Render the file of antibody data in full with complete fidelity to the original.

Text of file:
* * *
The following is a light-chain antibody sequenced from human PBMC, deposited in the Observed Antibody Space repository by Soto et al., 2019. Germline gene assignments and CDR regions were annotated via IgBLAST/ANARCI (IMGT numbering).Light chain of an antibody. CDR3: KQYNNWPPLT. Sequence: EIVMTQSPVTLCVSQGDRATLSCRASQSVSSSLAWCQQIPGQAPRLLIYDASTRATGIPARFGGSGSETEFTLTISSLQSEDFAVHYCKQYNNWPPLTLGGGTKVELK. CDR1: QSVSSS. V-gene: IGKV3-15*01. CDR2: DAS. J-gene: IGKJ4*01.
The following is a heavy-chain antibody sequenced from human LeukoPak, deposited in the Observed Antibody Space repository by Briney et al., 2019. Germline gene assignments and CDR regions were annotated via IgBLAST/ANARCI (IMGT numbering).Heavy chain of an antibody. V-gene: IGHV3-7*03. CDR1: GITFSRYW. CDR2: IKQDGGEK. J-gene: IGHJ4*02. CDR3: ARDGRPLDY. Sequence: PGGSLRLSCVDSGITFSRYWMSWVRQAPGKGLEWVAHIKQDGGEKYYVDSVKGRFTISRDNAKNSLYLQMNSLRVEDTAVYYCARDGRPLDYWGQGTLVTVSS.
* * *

The following is a light-chain antibody sequenced from human PBMC, deposited in the Observed Antibody Space repository by Soto et al., 2019. Germline gene assignments and CDR regions were annotated via IgBLAST/ANARCI (IMGT numbering).Light chain of an antibody. CDR3: KQYNNWPPLT. Sequence: EIVMTQSPVTLCVSQGDRATLSCRASQSVSSSLAWCQQIPGQAPRLLIYDASTRATGIPARFGGSGSETEFTLTISSLQSEDFAVHYCKQYNNWPPLTLGGGTKVELK. CDR1: QSVSSS. V-gene: IGKV3-15*01. CDR2: DAS. J-gene: IGKJ4*01.
The following is a heavy-chain antibody sequenced from human LeukoPak, deposited in the Observed Antibody Space repository by Briney et al., 2019. Germline gene assignments and CDR regions were annotated via IgBLAST/ANARCI (IMGT numbering).Heavy chain of an antibody. V-gene: IGHV3-7*03. CDR1: GITFSRYW. CDR2: IKQDGGEK. J-gene: IGHJ4*02. CDR3: ARDGRPLDY. Sequence: PGGSLRLSCVDSGITFSRYWMSWVRQAPGKGLEWVAHIKQDGGEKYYVDSVKGRFTISRDNAKNSLYLQMNSLRVEDTAVYYCARDGRPLDYWGQGTLVTVSS.